Dry eye, nutrition supplement

Discussion in 'Eye-Care' started by Betty Wong, Jul 4, 2004.

  1. Betty Wong

    Betty Wong Guest

    Hi,
    I have been starting suffering from dry eye problem for two months. So
    far optometrists told me that it was caused by my contact lens use,
    the long-hour use of computer and the dry weather of Calgary. My eyes
    do not feel any discomfort during sleep but at day time they just do
    not feel as good as before. Computer and TV would give my eyes the
    burning feeling. My life has been totally ruined because of this (I
    am always aware of the discomfort of the eyes which really drives me
    nuts). Eye drops do not seem to help... I have started trying anything
    I can: flaxseed oil, hot compress, eye lid massage. I wonder if any
    one has any succuess with nutrition supplement such as Hydroeye,
    Biotear and Theralife. Theralife claims they are the only clinically
    proved effective oral supplement for dry eyes in the market. However I
    did not see anything in the newsgroup talking about this. Anyone ever
    tried this?

    Peter
     
    Betty Wong, Jul 4, 2004
    #1
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  2. Betty Wong

    neil0502 Guest

    : (snip)
    : I have been starting suffering from dry eye problem for
    two months.
    : (snip)

    : Peter

    Welcome to the club, Peter. Sorry to have you....

    I'm not a doctor, but have a litany of eye problems myself.
    If any of my experience can help, ....

    Also, to the wonderful doctors on this site: please feel
    free to correct or embellish on anything I've offered here.

    It may or may not help to quantify your particular problem:
    -Schirmer's testing quantifies tear production _quantity_
    -Tear Breakup Time (T-BUT) measures the time it takes for
    tears to break up on your eye (indicative, I believe, of
    _quality_ of tears). Tears comprise three components. If
    your body has the recipe wrong, the treatment could vary.

    You may want to ask your eye doc about a trial of punctal
    plugs. Medicine can't _really_ make you produce more tears
    (yet), so the drill is: keep the ones you have working in
    your eyes for as long as possible. They do this by plugging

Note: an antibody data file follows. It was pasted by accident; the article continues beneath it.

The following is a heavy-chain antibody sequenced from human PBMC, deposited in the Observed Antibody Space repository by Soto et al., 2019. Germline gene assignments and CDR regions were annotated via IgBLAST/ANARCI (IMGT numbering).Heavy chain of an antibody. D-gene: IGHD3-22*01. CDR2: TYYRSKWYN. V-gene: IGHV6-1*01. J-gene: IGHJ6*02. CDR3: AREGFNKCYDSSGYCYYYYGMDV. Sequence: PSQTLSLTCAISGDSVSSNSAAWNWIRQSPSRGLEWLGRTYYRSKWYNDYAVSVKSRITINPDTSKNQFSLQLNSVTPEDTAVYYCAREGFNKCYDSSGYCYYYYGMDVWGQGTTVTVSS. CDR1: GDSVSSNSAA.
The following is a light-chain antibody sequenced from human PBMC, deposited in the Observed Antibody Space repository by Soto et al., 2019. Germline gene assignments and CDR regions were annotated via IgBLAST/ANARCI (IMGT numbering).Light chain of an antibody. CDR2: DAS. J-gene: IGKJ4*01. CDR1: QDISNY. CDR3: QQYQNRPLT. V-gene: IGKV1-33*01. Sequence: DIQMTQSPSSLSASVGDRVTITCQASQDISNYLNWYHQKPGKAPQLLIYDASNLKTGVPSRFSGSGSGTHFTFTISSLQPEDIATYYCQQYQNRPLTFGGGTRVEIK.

the drain holes (puncta). Your doctor can insert trial
    punctal plugs. If they help, the 'real things' go in in
    seconds. The lower holes are responsible for something like
    60% of the drainage, so they're usually plugged first. Once
    plugged, the uppers work a little harder, but you've still
    probably reduced drainage by 50%.

    In some cases, all four are plugged. In other cases (Hi
    there. This is me), they switch to
    cauterization--surgically sealing off the puncta to
    permanently prevent drainage. I think there are two reasons
    for this: 1) I don't think punctal plugs stop 100% of the
    drainage, even with all four plugged, and 2) Even when
    'properly' sized and inserted, they can come out. If your
    dry eye is severe, coming out can be brutal.....

    Punctal plugs are _easily_ reversible (they just remove
    them). Punctal cautery is _surgically_ reversible.

    I also:
    -use a humidifier when the weather indicates
    -take flax seed oil
    -use GenTeal Gel (http://www.us.novartisophthalmics.com/)
    at night
    -am very aware to blink frequently
    -eat just about exactly the right things, including
    keeping my water intake high

    Can you stop wearing the contact lenses?? Contacts can
    exacerbate dry eye all by themselves. If you wear rigid gas
    perms, they scrape their way over dry corneas. If you wear
    soft lenses, they count on a certain amount of saturation to
    achieve their rated prescription. They achieve this by
    being little sponges. If you can get out of the contacts,
    that may/should offer some relief.

    If you stop wearing them, you may want to try a product
    called Lacrisert (Merck. Easily found on the 'net). They
    do an admirable job of thickening the tears throughout the
    day, reducing the breakup time.

    There are "moisture chamber glasses" for really intractable
    cases. They're basically glasses that use a foam seal
    around the eye to ensure that evaporation is minimal. I've
    found a sunglass that's (far more) fashionable that seems to
    have the same idea. May order a pair myself
    (http://www.panoptx.com). I have no interest in, nor
    personal experience with this company, but the idea
    interests me.

    Lastly, there are some autoimmune diseases that can cause
    dry eye (Sjogren's, Reiter's, etc.). In those cases, a
    newer product called Restasis (ophthalmic cyclosporiine) is
    often tried for a period of several months. I understand it
    can be quite effective. Didn't do anything for me.

    Many/most of these things can be tried/used in combination.

    Peter, best of luck. I say this as one who has battled what
    you're battling for years. I'm saddened to think that it's
    "ruining your life," though I can't say that I don't
    understand. You may want to seek some support on the
    emotional level at the same time as you're fighting the
    physical battle. Who would think that something seemingly
    as benign as dry eyes could be as devastating as it can?

    Neil
     
    neil0502, Jul 8, 2004
    #2
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